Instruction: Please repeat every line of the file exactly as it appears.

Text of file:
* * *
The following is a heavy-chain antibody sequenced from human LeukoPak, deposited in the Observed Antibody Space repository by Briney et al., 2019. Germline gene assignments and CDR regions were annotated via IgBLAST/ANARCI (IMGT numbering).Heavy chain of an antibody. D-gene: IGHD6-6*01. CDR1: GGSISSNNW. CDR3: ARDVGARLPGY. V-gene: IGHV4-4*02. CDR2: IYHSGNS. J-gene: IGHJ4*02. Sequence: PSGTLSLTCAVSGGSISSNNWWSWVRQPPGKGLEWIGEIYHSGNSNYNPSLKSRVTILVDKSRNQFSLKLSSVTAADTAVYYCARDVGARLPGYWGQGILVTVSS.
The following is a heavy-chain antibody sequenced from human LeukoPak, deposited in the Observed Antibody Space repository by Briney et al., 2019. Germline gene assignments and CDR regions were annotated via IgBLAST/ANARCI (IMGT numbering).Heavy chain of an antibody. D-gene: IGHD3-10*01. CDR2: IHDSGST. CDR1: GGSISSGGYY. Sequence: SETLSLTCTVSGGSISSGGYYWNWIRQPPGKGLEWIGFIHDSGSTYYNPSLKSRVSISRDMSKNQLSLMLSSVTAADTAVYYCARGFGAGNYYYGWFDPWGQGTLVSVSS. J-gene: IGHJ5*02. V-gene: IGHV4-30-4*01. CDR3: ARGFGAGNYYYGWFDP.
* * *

The following is a heavy-chain antibody sequenced from human LeukoPak, deposited in the Observed Antibody Space repository by Briney et al., 2019. Germline gene assignments and CDR regions were annotated via IgBLAST/ANARCI (IMGT numbering).Heavy chain of an antibody. D-gene: IGHD6-6*01. CDR1: GGSISSNNW. CDR3: ARDVGARLPGY. V-gene: IGHV4-4*02. CDR2: IYHSGNS. J-gene: IGHJ4*02. Sequence: PSGTLSLTCAVSGGSISSNNWWSWVRQPPGKGLEWIGEIYHSGNSNYNPSLKSRVTILVDKSRNQFSLKLSSVTAADTAVYYCARDVGARLPGYWGQGILVTVSS.
The following is a heavy-chain antibody sequenced from human LeukoPak, deposited in the Observed Antibody Space repository by Briney et al., 2019. Germline gene assignments and CDR regions were annotated via IgBLAST/ANARCI (IMGT numbering).Heavy chain of an antibody. D-gene: IGHD3-10*01. CDR2: IHDSGST. CDR1: GGSISSGGYY. Sequence: SETLSLTCTVSGGSISSGGYYWNWIRQPPGKGLEWIGFIHDSGSTYYNPSLKSRVSISRDMSKNQLSLMLSSVTAADTAVYYCARGFGAGNYYYGWFDPWGQGTLVSVSS. J-gene: IGHJ5*02. V-gene: IGHV4-30-4*01. CDR3: ARGFGAGNYYYGWFDP.